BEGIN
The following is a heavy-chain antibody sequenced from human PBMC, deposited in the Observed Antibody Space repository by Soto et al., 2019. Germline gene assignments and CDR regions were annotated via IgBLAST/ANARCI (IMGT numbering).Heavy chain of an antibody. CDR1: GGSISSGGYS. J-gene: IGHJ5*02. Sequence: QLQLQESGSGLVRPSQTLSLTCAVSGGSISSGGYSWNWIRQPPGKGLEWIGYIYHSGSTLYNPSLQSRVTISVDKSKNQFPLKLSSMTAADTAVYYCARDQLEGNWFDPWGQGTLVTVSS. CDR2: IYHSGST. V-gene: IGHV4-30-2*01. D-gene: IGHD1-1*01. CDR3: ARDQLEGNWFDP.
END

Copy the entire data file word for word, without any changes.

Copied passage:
The following is a heavy-chain antibody sequenced from human PBMC, deposited in the Observed Antibody Space repository by Soto et al., 2019. Germline gene assignments and CDR regions were annotated via IgBLAST/ANARCI (IMGT numbering).Heavy chain of an antibody. CDR1: GGSISSGGYS. J-gene: IGHJ5*02. Sequence: QLQLQESGSGLVRPSQTLSLTCAVSGGSISSGGYSWNWIRQPPGKGLEWIGYIYHSGSTLYNPSLQSRVTISVDKSKNQFPLKLSSMTAADTAVYYCARDQLEGNWFDPWGQGTLVTVSS. CDR2: IYHSGST. V-gene: IGHV4-30-2*01. D-gene: IGHD1-1*01. CDR3: ARDQLEGNWFDP.